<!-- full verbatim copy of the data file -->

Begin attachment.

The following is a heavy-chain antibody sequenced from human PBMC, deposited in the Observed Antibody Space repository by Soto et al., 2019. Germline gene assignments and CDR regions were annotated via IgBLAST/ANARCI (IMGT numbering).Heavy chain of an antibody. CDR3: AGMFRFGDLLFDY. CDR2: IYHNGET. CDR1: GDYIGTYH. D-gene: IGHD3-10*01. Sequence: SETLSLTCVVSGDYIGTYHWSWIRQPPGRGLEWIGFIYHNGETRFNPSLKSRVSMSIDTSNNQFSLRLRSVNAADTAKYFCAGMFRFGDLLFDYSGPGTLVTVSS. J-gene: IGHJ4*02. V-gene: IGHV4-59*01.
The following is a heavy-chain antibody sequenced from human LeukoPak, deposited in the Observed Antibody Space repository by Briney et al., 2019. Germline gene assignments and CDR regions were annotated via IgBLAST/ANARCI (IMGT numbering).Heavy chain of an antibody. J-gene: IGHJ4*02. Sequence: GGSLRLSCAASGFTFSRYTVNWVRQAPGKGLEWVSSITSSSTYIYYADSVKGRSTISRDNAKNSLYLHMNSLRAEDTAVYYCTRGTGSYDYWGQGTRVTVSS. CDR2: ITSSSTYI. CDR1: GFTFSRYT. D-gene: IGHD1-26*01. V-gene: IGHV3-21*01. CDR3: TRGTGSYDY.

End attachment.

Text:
The following is a heavy-chain antibody sequenced from human PBMC, deposited in the Observed Antibody Space repository by Soto et al., 2019. Germline gene assignments and CDR regions were annotated via IgBLAST/ANARCI (IMGT numbering).Heavy chain of an antibody. CDR3: AGMFRFGDLLFDY. CDR2: IYHNGET. CDR1: GDYIGTYH. D-gene: IGHD3-10*01. Sequence: SETLSLTCVVSGDYIGTYHWSWIRQPPGRGLEWIGFIYHNGETRFNPSLKSRVSMSIDTSNNQFSLRLRSVNAADTAKYFCAGMFRFGDLLFDYSGPGTLVTVSS. J-gene: IGHJ4*02. V-gene: IGHV4-59*01.
The following is a heavy-chain antibody sequenced from human LeukoPak, deposited in the Observed Antibody Space repository by Briney et al., 2019. Germline gene assignments and CDR regions were annotated via IgBLAST/ANARCI (IMGT numbering).Heavy chain of an antibody. J-gene: IGHJ4*02. Sequence: GGSLRLSCAASGFTFSRYTVNWVRQAPGKGLEWVSSITSSSTYIYYADSVKGRSTISRDNAKNSLYLHMNSLRAEDTAVYYCTRGTGSYDYWGQGTRVTVSS. CDR2: ITSSSTYI. CDR1: GFTFSRYT. D-gene: IGHD1-26*01. V-gene: IGHV3-21*01. CDR3: TRGTGSYDY.